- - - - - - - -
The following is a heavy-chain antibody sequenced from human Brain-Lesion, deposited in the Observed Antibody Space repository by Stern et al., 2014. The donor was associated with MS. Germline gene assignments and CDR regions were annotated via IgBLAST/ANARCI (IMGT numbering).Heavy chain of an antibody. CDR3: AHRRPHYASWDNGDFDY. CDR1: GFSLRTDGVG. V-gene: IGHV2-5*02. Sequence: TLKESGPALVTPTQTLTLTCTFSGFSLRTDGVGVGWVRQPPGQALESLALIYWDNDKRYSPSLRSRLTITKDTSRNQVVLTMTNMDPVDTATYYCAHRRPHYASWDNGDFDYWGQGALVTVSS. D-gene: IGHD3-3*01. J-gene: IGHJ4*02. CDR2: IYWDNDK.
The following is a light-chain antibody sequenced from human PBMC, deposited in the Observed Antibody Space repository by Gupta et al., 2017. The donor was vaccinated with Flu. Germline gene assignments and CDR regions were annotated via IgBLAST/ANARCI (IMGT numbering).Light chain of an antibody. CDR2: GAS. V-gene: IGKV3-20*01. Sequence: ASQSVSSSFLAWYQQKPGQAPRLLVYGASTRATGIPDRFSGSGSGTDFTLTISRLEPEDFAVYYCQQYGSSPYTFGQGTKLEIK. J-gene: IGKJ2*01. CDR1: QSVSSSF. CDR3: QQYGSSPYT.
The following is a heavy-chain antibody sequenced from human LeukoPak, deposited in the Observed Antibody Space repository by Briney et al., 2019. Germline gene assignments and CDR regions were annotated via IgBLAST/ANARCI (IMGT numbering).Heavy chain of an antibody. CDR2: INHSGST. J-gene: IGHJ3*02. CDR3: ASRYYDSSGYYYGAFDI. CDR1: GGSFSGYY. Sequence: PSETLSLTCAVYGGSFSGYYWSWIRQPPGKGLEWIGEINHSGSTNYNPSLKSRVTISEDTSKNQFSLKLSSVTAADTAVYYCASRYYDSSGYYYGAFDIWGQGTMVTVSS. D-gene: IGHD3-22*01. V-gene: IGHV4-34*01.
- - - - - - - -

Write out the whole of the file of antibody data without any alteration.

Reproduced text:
The following is a heavy-chain antibody sequenced from human Brain-Lesion, deposited in the Observed Antibody Space repository by Stern et al., 2014. The donor was associated with MS. Germline gene assignments and CDR regions were annotated via IgBLAST/ANARCI (IMGT numbering).Heavy chain of an antibody. CDR3: AHRRPHYASWDNGDFDY. CDR1: GFSLRTDGVG. V-gene: IGHV2-5*02. Sequence: TLKESGPALVTPTQTLTLTCTFSGFSLRTDGVGVGWVRQPPGQALESLALIYWDNDKRYSPSLRSRLTITKDTSRNQVVLTMTNMDPVDTATYYCAHRRPHYASWDNGDFDYWGQGALVTVSS. D-gene: IGHD3-3*01. J-gene: IGHJ4*02. CDR2: IYWDNDK.
The following is a light-chain antibody sequenced from human PBMC, deposited in the Observed Antibody Space repository by Gupta et al., 2017. The donor was vaccinated with Flu. Germline gene assignments and CDR regions were annotated via IgBLAST/ANARCI (IMGT numbering).Light chain of an antibody. CDR2: GAS. V-gene: IGKV3-20*01. Sequence: ASQSVSSSFLAWYQQKPGQAPRLLVYGASTRATGIPDRFSGSGSGTDFTLTISRLEPEDFAVYYCQQYGSSPYTFGQGTKLEIK. J-gene: IGKJ2*01. CDR1: QSVSSSF. CDR3: QQYGSSPYT.
The following is a heavy-chain antibody sequenced from human LeukoPak, deposited in the Observed Antibody Space repository by Briney et al., 2019. Germline gene assignments and CDR regions were annotated via IgBLAST/ANARCI (IMGT numbering).Heavy chain of an antibody. CDR2: INHSGST. J-gene: IGHJ3*02. CDR3: ASRYYDSSGYYYGAFDI. CDR1: GGSFSGYY. Sequence: PSETLSLTCAVYGGSFSGYYWSWIRQPPGKGLEWIGEINHSGSTNYNPSLKSRVTISEDTSKNQFSLKLSSVTAADTAVYYCASRYYDSSGYYYGAFDIWGQGTMVTVSS. D-gene: IGHD3-22*01. V-gene: IGHV4-34*01.